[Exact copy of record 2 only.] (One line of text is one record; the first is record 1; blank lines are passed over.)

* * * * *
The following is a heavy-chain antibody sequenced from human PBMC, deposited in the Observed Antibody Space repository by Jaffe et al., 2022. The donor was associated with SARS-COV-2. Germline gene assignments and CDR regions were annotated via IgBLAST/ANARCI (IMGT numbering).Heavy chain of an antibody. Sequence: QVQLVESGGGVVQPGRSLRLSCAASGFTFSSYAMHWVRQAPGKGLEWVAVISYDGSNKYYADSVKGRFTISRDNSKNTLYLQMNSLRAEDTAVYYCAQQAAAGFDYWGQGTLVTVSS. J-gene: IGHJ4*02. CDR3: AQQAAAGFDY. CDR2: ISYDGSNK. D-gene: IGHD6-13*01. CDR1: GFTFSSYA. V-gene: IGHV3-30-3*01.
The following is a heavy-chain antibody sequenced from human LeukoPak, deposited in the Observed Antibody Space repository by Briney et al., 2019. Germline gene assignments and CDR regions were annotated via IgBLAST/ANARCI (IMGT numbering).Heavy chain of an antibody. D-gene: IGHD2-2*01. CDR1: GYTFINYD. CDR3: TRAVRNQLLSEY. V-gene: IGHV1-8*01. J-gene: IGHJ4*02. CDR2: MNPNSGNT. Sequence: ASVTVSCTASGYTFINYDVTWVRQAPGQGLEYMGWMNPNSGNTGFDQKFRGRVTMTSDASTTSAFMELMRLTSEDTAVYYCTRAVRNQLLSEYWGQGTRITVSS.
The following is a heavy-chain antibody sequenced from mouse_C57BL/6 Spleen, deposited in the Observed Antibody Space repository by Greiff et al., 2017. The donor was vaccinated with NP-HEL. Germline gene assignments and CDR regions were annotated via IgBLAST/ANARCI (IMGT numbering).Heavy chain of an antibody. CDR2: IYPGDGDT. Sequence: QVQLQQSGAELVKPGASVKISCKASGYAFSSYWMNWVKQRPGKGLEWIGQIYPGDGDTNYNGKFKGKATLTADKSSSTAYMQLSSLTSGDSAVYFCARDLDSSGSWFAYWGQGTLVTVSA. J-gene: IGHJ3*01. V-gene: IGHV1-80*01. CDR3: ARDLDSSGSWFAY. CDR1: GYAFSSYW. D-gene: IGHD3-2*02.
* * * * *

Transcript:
The following is a heavy-chain antibody sequenced from human LeukoPak, deposited in the Observed Antibody Space repository by Briney et al., 2019. Germline gene assignments and CDR regions were annotated via IgBLAST/ANARCI (IMGT numbering).Heavy chain of an antibody. D-gene: IGHD2-2*01. CDR1: GYTFINYD. CDR3: TRAVRNQLLSEY. V-gene: IGHV1-8*01. J-gene: IGHJ4*02. CDR2: MNPNSGNT. Sequence: ASVTVSCTASGYTFINYDVTWVRQAPGQGLEYMGWMNPNSGNTGFDQKFRGRVTMTSDASTTSAFMELMRLTSEDTAVYYCTRAVRNQLLSEYWGQGTRITVSS.